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Chronic Phytotoxicity in Gametophytes: DNA as Biomarker of Growth and Chlorophyll Autofluorescence as Biomarker of Cell Function

  • Myriam Catalá
  • José Luis Rodríguez-Gil
Chapter

Abstract

The use of an adequate range of taxa in ecotoxicological studies is a key point for the achievement of ecologically relevant results. Higher plants are an essential part of a healthy and balanced ecosystem and new plant models are essential in the evaluation of potential impacts of pollutants. With more than 10,000 living species, ferns are the second-largest group of vascular plants. Fern spores, and spore-developed gametophytes, have long been recognized as useful models for plant research in important areas. One of the main advantages of this model is its naturally miniature size. Fern spores are single meiotic cells which develop into gametophytes which are miniature mature higher plants. The use of microtubes and microplates is imposed by the natural model. Chronic toxicity testing involves longer periods of exposure to toxicants (>48 h) and assesses the ability of a substance to disrupt a significant portion of an organism’s life stage. DNA content in developing gametophytes is a biomarker of the disturbance that the toxicant provokes in gametophyte growth and development. The use of the DNA fluorescent probe Hoechst is a rapid, sensitive, and reliable method frequently used in cell biology which has been successfully applied to spores and gametophytes. Chlorophyll autofluorescence can also be used as a biomarker of the physiological state. Both biomarkers can easily be measured using 96 multiwell plates and plate readers. The combined use of these biomarkers in chronic toxicity tests using developing gametophytes of the riparian Polystichum setiferum is yielding very satisfactory results and is a promising new model for Ecotoxicology.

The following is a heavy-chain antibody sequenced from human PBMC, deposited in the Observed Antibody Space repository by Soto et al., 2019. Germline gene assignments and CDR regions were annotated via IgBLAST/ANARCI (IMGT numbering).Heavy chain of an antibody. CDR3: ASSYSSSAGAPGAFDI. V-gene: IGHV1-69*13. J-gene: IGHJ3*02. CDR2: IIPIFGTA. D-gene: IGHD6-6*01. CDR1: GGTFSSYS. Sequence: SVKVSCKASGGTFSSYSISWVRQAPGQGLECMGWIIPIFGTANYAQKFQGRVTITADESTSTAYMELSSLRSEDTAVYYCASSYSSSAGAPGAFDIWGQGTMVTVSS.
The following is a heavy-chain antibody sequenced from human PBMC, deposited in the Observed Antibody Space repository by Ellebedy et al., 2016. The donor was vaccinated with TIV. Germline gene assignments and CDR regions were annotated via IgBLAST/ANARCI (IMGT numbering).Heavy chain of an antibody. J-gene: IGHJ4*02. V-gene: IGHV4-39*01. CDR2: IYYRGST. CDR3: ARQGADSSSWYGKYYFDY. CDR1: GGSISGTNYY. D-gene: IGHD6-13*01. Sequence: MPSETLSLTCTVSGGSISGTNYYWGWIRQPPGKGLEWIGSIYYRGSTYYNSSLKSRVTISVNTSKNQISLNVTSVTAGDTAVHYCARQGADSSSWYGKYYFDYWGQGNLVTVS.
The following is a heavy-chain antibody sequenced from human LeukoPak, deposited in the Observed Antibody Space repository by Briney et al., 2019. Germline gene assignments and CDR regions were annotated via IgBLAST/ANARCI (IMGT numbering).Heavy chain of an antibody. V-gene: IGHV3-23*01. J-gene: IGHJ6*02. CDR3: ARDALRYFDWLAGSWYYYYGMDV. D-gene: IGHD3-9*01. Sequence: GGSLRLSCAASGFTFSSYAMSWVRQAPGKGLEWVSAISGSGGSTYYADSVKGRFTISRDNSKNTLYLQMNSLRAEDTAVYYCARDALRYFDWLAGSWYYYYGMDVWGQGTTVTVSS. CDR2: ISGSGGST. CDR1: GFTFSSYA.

Keywords

United States Environmental Protection Agency Fern Spore Chronic Toxicity Test Chlorophyll Autofluorescence Fern Gametophyte 
These keywords were added by machine and not by the authors. This process is experimental and the keywords may be updated as the learning algorithm improves.

Notes

Acknowledgments

The authors want to thank Raquel Feito for giving permission to use unpublished results to illustrate the examples shown in this chapter.

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Copyright information

© Springer Science+Business Media, LLC 2011

Authors and Affiliations

  1. 1.Department of Biology and Geology, ESCETRey Juan Carlos UniversityMóstolesSpain

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